Presentations freezing, choppy in Windows 7

Hi All You Smart People,

I have some Articulate presentations that are delivered through an LMS.  I receive complaints daily from users taking the courses about freezing, choppiness, etc.  And 99.99999% of the time these folks will be running Windows 7 as their operating system.  I know there are lots of issues with Flash and Windows 7 and am sure that it's the cause.  We're not in a position to provide support for these kinds of issues and was wondering if anybody else is having them and are there any clever ways to fix the problems with their Windows 7 operating system? 

I've read online that the problems can often be caused by sound and graphics cards, but given all the different makes and models of computers out there, it would be impossible to support every user that has a problem.

Any ideas?  Suggestions?  And shame on Adobe for not getting their act together and fixing these problems or making it easier to diagnose the root cause.

Thanks for any help you can provide!

9 Replies
Brian Batt

Hi Steven,

I haven't heard of any freezing reports in Windows 7 or any other operating system.  I primarily use Windows 7 and I don't experience any issues.  I'm curious what type of network your end-users are on.  Can they replicate the issues if they're hard-wired into the network via LAN or does the issue occur only when they're on wi-fi.  Also, is it possible your LMS's server is just bogged down with requests?

joe smith

Hi Brian,

Thanks for the reply.  We sell courses online so the end users have all different types of networks.  When talking with them I always ask about their internet connection to be sure it's something (like DSL or cable) that would be able to handle an online course with lots of graphics, narration, etc.  I'm not in a position to ask them to switch to hard-wire if they're on wi-fi.  But I'd say most of them are on wi-fi connections.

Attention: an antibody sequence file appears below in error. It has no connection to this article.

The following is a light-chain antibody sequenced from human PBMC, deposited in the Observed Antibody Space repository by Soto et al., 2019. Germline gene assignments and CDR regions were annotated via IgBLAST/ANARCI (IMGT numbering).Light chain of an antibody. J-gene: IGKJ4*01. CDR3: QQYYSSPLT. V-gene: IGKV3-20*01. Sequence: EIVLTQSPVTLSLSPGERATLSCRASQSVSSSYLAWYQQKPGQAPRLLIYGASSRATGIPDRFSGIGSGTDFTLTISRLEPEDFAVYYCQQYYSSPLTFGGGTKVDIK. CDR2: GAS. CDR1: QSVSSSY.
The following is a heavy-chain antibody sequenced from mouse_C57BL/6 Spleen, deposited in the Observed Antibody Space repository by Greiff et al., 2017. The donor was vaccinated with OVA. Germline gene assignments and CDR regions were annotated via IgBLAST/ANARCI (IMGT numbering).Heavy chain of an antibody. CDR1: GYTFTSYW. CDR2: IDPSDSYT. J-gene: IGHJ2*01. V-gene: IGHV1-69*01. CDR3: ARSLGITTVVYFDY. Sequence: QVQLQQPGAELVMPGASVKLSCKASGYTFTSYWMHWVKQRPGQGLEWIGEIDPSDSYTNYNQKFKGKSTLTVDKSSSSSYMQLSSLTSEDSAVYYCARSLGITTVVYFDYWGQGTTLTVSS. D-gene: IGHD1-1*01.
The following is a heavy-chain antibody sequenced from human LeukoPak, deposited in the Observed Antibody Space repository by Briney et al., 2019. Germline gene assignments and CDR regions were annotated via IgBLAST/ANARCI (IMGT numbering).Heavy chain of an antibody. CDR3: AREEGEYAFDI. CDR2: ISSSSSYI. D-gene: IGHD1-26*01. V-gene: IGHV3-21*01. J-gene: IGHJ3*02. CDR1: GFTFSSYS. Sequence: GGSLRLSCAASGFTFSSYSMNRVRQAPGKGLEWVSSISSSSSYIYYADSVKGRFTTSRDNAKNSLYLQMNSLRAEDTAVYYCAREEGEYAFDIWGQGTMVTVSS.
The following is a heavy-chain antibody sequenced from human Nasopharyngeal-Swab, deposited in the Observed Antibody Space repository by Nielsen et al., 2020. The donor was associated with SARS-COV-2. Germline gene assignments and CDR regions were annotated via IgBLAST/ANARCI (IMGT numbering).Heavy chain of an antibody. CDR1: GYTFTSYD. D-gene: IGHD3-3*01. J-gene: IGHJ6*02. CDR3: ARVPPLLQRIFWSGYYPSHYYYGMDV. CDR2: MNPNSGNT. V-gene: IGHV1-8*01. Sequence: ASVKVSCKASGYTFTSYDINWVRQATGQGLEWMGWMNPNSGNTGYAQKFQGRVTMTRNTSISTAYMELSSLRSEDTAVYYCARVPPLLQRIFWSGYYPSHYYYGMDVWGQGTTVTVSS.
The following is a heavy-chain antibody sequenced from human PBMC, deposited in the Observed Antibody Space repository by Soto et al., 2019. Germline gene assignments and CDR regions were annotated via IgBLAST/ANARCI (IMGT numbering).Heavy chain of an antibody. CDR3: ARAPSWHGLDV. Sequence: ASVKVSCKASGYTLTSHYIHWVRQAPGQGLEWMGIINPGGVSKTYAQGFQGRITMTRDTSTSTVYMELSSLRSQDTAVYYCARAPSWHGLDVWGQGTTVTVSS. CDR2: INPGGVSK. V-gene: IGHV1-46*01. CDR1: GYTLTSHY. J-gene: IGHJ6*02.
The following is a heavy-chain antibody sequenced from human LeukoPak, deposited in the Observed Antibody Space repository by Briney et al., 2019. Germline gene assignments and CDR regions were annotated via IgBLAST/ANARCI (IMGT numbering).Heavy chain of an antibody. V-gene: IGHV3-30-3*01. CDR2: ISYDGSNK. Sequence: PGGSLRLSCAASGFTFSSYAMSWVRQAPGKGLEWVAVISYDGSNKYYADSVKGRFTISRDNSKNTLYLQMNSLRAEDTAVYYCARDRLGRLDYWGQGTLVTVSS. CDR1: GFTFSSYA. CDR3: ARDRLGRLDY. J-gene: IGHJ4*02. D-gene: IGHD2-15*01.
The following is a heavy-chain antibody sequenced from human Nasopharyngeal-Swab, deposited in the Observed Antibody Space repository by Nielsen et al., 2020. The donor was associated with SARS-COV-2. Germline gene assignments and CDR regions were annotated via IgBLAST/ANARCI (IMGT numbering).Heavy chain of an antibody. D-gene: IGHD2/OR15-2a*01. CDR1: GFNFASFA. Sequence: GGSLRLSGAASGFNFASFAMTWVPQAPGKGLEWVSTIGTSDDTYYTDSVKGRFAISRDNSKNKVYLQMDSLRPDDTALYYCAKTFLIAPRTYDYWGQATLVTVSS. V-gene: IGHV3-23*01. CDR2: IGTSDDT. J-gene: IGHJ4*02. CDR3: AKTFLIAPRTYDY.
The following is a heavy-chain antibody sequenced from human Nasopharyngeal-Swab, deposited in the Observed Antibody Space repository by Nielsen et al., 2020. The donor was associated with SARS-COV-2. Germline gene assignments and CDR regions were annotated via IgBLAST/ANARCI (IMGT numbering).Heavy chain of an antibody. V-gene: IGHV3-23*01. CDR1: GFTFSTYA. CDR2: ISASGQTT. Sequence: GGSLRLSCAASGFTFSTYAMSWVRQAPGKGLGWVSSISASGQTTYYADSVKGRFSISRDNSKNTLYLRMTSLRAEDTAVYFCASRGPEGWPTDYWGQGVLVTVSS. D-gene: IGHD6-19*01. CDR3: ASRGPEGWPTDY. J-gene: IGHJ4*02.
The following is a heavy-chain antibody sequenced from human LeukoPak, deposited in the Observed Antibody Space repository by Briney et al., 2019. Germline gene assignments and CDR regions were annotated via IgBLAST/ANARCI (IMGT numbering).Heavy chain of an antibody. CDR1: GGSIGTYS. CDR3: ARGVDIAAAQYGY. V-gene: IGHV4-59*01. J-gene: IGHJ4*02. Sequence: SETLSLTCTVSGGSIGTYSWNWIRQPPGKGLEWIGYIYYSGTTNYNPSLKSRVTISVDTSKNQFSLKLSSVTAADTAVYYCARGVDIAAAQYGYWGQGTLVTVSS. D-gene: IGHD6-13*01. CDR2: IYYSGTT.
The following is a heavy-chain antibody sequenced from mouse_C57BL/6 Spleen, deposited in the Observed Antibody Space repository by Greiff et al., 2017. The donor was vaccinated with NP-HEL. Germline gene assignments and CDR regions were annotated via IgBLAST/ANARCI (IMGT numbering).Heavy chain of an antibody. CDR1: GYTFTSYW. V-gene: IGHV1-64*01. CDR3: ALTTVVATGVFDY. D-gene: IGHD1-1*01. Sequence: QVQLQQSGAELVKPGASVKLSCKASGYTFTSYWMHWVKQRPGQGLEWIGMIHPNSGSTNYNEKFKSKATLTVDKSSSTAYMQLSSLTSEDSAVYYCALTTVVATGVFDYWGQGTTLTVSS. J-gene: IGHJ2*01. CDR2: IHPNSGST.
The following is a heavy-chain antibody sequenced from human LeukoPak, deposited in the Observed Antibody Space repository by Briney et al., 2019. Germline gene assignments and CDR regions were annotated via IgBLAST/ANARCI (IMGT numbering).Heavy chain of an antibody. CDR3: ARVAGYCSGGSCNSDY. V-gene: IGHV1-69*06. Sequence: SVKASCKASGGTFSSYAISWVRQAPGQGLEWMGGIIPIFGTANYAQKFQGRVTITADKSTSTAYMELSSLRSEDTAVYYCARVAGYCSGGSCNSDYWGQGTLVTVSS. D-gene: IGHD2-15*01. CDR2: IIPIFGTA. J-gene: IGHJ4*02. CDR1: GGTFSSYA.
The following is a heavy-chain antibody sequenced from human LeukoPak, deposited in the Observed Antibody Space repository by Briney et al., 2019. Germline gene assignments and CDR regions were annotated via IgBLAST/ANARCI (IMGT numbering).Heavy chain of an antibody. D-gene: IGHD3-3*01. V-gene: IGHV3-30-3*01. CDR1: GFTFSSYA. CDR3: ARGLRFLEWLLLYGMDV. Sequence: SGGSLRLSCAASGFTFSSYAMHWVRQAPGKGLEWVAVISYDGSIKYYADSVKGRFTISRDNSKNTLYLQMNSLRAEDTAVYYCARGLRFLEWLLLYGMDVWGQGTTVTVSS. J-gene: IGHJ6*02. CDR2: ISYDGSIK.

The reason I'm pointing my finger at Windows 7 is because the problems with Windows 7 and Flash are so widely reported and because I've  had enough times where a student had another computer in their household with a different operating system and everything would work fine. 

It's not an Articulate issue . . I hope I didn't make it sound like that.  I'm convinced it's Windows 7 (or perhaps sound or graphics cards on these systems) and just thought somebody might have a good way of troubleshooting the Flash issues on Windows 7. 

We'll probably just have to live with the issues until something comes out that's better than Flash to deliver our courses in. 



Erin Librarian

Okay, I do have choppy animations - even those that are just a straight line.  I've got the file optimized for web delivery with a 30 frame rate.  My sessions are short, no more than 3-4 slides.  Can't seem to unchop them; I've tried increasing the quality, decreasing the quality.  Even the most basic animations are choppy - any suggestions?

Erin Librarian


No, as I said, small png (128 x 128) with a straight-line motion path.  I even deleted all other slides so that I have a single, small png with a single, straight-line motion path and it still looks awful, which will be a disaster for what I had planned.  Even basic animations are choppy.  I've tried it on two different machines - one a laptop, one a desktop.  Both with Windows 7 and screamin' video cards, so I know that's not the issue.

Also, when the preview loads (or the published version), it doesn't load smoothly.


Peter Anderson

Hi Erin,

Was Vira able to help get this resolved for you in Case # 00285192? Looks like she offered you the following solution:

For Slide 1: 

You may find that multiple animations applied to the same object may not work as expected when converted to Flash with Presenter '09 if the following conditions are true: 
   *  The animations are configured to occur simultaneously (With Previous) or immediately after one another (After Previous). 
   *  One of the animations is a motion path. 
This is a known issue.  To workaround this issue, configure the second animation to delay by .1 second.  
If there are more than two simultaneous or back-to-back animations on the same object, you may need to configure all animations after the first one to delay by .1 second to achieve the desired effect when converted to Flash with Presenter '09. 

= = = = = = = = = = = = 

For Slide 2: 

The animation worked as expected, and it occurs around 0:46. 

If you'd like to have more control of the slide duration or your animations, I suggest you use Presenter's Sync Animations feature, please see: 

NOTE: If you are to use Presenter's Sync Animation, we recommend setting each animation to "On Click". For more information, please see: